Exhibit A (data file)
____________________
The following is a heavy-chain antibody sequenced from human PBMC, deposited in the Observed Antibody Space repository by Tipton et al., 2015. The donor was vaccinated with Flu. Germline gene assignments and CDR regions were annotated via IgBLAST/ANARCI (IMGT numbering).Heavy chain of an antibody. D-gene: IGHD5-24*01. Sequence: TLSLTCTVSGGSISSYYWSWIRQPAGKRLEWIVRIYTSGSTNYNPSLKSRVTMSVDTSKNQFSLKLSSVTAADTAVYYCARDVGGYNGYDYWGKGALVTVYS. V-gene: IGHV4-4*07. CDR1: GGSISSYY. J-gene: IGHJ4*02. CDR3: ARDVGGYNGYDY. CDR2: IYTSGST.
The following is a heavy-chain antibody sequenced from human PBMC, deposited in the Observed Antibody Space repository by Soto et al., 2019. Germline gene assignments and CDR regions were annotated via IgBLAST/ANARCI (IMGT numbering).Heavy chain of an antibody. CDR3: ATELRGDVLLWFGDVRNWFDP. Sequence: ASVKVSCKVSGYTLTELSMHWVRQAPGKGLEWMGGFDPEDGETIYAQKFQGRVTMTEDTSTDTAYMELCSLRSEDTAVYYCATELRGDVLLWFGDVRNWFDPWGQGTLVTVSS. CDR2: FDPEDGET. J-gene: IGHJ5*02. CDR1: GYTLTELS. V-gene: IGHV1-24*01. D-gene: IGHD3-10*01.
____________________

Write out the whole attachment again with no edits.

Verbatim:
The following is a heavy-chain antibody sequenced from human PBMC, deposited in the Observed Antibody Space repository by Tipton et al., 2015. The donor was vaccinated with Flu. Germline gene assignments and CDR regions were annotated via IgBLAST/ANARCI (IMGT numbering).Heavy chain of an antibody. D-gene: IGHD5-24*01. Sequence: TLSLTCTVSGGSISSYYWSWIRQPAGKRLEWIVRIYTSGSTNYNPSLKSRVTMSVDTSKNQFSLKLSSVTAADTAVYYCARDVGGYNGYDYWGKGALVTVYS. V-gene: IGHV4-4*07. CDR1: GGSISSYY. J-gene: IGHJ4*02. CDR3: ARDVGGYNGYDY. CDR2: IYTSGST.
The following is a heavy-chain antibody sequenced from human PBMC, deposited in the Observed Antibody Space repository by Soto et al., 2019. Germline gene assignments and CDR regions were annotated via IgBLAST/ANARCI (IMGT numbering).Heavy chain of an antibody. CDR3: ATELRGDVLLWFGDVRNWFDP. Sequence: ASVKVSCKVSGYTLTELSMHWVRQAPGKGLEWMGGFDPEDGETIYAQKFQGRVTMTEDTSTDTAYMELCSLRSEDTAVYYCATELRGDVLLWFGDVRNWFDPWGQGTLVTVSS. CDR2: FDPEDGET. J-gene: IGHJ5*02. CDR1: GYTLTELS. V-gene: IGHV1-24*01. D-gene: IGHD3-10*01.